Anything to get the job done, right? On time delivery at any cost (well, any cost except for monetary cost). Well, not exactly. On too many projects, especially ones where meeting the completion date is critical, overtime is the norm rather than the rule. If your projects are anything like mine, you’ve probably found that periodic overtime is fine, but if taken to the extreme, it can have long-term effects on your team members and influence overall performance on the project. Nearly every project has a crunch time. Some project schedule time needs to be caught up, extra effort is needed to push through some issue resolution prior to testing, or the very common ‘all hands on deck’ project deployment scenario comes into play.
From a behavioral perspective, extensive overtime can often result in resource burnout, which can be an all too common occurrence in certain industries – including IT. Burnout can lead to omissions and errors, project rework and scrapped work, team member frustration, customer dissatisfaction, and an overall solution that isn’t what the customer wants. All of these can lead to lower productivity and project failure.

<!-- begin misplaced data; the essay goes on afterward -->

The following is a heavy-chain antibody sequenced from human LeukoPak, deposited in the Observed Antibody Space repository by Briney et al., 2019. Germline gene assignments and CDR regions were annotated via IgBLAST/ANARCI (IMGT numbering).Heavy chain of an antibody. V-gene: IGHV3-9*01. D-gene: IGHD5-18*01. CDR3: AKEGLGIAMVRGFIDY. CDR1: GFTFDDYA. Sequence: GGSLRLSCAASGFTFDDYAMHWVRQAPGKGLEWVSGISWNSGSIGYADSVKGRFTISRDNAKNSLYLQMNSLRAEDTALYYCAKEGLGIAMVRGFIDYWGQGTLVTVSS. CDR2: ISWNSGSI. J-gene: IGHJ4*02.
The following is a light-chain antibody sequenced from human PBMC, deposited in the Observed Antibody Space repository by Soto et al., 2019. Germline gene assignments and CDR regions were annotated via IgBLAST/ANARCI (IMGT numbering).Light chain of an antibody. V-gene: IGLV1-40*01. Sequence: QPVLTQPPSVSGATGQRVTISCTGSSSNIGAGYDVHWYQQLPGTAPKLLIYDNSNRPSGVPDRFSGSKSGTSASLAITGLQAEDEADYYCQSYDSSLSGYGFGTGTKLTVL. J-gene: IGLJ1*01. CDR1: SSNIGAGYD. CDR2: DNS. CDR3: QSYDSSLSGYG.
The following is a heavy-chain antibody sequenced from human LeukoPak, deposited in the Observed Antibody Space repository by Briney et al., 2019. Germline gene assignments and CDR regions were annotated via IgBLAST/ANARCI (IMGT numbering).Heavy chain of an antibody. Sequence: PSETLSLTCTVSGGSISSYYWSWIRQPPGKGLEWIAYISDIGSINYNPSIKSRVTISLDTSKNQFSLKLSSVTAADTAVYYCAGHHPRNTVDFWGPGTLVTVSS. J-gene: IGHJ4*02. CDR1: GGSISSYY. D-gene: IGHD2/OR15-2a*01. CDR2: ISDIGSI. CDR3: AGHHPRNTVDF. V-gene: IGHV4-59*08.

From a schedule, cost, and quality perspective, excessive overtime has an effect, too. The biggest one here is cost. The need for excessive overtime is usually the result of one or more of several issues: poor schedule planning, unexpected problems, bad requirements, a management-by-crisis situation, poorly trained people, inadequate equipment or facilities, low morale, or lack of teamwork. All of these can and will wreak havoc on the project budget. No project budget can survive an extended period of resource overtime – meaning that even if you do straighten things out and deliver a final, workable product to the customer, they may still be very unsatisfied due to the delivery of a solution with a large project budget overrun.
Performance can suffer
If you’re running a project where you know you might run into a lot of overtime, or needed, keep in mind that your overworked team members’ performance can become impaired. As stated above, too much overtime is symptomatic of major project management problems. If excessive overtime becomes the norm, serious replanning is required to avoid a complete breakdown of the project financials.
On mission critical projects – and any project since the beginning of time that has ever run into any dire or very challenging situation – overtime and resource overuse is almost a given. Even on smooth running projects, no one can ever guarantee that your project won’t need an injection of resource overtime at some point. The key way to help ensure this won’t be necessary is to spend enough time during the planning phases of the project making the project schedule realistic, fully defining detailed project requirements, setting proper customer and senior management expectations so huge effort pushes never become the norm, and making sure that project communications are being handled effectively and efficiently so that expectations and task performance never get too far off track.